I have broken more than my share of drill bits, but never bent one. It is a no name bit, pretty sure from a bargain bin somewhere, but usually bits are brittle and snap. Anyone else ever bend one?
Yes, I had a 12 inch long 1/4 inch wood bit from the local flea market. Was drilling through 3/8 plywood to mount some boat seats, long, skinny bit bent.
Never ever! A drill bit should be hardened for 2 reasons - so the edge is harder than the material being drilled and so the thing snaps instead of bends if it fails. Imagine if that thing bent in a drill press!
I don’t think I ever bent one. Maybe it wasn’t hardened properly. Against my better judgement though, I picked up a full set at Harbor Freight for about $20. I was tired looking for the right bit. They have worked pretty well on steel in the drill press that is the only place I use them. Right away though I broke about four of the smaller sizes but the larger ones are holding up pretty well. For $20 I’ll just pitch them and buy another set when they are a problem.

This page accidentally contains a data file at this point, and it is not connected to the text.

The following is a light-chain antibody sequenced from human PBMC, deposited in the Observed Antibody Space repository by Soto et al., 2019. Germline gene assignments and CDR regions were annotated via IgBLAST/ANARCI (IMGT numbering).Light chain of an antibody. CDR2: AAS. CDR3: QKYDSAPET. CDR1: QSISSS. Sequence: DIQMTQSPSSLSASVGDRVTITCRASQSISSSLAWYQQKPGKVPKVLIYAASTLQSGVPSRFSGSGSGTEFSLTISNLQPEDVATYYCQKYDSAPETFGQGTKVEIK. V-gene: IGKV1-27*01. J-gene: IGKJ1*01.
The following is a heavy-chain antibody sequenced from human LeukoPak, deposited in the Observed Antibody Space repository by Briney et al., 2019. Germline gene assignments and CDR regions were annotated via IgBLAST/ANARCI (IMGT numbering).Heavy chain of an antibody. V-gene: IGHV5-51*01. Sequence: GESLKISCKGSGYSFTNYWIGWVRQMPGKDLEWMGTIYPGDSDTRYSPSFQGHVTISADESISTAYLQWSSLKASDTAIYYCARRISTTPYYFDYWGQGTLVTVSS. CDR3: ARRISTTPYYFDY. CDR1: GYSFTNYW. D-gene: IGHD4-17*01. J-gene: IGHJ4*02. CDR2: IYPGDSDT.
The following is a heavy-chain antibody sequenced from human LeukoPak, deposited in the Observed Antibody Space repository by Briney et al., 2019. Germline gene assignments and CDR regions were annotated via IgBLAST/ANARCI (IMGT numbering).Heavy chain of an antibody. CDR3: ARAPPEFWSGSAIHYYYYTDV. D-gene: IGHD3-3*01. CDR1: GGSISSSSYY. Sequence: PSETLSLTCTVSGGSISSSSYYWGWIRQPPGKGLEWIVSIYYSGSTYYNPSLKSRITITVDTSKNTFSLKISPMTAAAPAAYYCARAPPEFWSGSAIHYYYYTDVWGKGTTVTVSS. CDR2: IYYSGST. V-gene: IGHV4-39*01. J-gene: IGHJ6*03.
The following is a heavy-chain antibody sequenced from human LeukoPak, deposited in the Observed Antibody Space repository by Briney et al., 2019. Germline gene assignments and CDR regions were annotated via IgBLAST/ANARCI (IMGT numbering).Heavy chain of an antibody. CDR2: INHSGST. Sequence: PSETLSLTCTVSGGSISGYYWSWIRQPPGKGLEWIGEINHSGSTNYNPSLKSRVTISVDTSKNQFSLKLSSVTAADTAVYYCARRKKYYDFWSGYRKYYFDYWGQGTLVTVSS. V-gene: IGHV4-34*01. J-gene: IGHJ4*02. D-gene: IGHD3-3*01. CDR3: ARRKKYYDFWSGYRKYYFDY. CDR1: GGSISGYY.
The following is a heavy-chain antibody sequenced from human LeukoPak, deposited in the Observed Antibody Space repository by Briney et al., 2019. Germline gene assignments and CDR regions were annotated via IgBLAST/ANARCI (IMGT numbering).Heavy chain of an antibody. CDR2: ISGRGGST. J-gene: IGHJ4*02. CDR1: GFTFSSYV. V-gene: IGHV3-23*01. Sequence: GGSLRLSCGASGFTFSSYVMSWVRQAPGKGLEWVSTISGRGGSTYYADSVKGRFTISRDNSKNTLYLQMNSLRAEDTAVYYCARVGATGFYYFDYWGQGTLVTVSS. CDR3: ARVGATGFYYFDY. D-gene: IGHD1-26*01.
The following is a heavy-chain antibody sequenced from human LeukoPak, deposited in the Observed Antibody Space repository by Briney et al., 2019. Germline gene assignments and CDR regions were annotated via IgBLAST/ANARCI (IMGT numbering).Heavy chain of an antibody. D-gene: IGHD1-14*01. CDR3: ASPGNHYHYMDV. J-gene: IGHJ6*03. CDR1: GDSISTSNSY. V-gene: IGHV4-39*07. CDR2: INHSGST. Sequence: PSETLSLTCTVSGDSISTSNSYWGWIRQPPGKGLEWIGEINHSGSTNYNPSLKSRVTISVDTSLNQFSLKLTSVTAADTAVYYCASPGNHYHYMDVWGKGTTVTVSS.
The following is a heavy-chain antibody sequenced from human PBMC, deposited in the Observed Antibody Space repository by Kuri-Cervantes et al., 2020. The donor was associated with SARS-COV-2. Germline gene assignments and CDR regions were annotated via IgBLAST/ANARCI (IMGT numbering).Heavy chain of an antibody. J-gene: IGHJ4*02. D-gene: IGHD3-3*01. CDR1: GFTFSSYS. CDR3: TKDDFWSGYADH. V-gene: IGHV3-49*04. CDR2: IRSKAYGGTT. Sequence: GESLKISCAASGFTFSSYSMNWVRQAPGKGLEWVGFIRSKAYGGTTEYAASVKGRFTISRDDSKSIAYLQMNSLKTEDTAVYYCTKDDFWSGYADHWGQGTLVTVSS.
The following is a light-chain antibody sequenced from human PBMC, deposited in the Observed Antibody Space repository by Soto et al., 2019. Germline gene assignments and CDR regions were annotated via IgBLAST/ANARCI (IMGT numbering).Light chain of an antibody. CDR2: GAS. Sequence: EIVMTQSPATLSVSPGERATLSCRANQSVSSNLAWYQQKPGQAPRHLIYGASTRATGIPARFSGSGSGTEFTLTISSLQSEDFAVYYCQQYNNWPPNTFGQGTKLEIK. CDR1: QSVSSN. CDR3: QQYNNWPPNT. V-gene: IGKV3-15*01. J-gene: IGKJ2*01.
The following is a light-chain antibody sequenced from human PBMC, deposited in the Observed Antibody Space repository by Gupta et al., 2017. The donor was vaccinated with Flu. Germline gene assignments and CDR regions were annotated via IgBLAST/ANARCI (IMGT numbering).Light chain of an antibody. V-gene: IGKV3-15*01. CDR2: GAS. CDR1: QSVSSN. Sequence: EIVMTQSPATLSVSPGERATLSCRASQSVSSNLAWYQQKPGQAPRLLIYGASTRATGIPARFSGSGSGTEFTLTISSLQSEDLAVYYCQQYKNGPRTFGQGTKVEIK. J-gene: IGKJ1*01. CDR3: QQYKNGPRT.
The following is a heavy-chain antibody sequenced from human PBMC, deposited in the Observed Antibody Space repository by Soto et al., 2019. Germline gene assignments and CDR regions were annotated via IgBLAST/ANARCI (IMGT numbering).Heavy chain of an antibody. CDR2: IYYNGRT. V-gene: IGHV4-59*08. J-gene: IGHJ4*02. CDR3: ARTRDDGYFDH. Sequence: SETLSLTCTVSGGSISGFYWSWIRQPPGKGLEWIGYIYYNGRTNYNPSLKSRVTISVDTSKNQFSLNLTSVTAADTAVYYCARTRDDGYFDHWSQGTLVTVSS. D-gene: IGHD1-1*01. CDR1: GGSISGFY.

The HF ones go on sale all the time for $10. I forget how many bits, 40 I think.
I’ve never bent a drill bit, but have broke them in half. I wouldn’t have guessed bending one would be very easy to do, at least without cracking or breaking it. I recently bought a 29 bit titanium coated set at HF for $10, found a coupon. I haven’t tried them so no idea how well they’ll work out. The HF website posts customer reviews which I’ve found useful for considering other products there. I used to buy new drill bits more often until I learned how to sharpen them.
Sounds like what I got. Not sure how many but titanium. I thought $20 but maybe $10. At any rate they have worked good for me except for the smaller 4 or 5 bits. Broke those in half right away.
The fluted section is really short and the flutes elongated. It was meant for drilling soft, thin materials at higher rotational rates to prevent galling. Materials like aluminum or copper for example. It was probably an inexpensive bit because there is no hardening or tempering done to it. Although, for its intended purpose, it doesn’t necessarily need that done to it.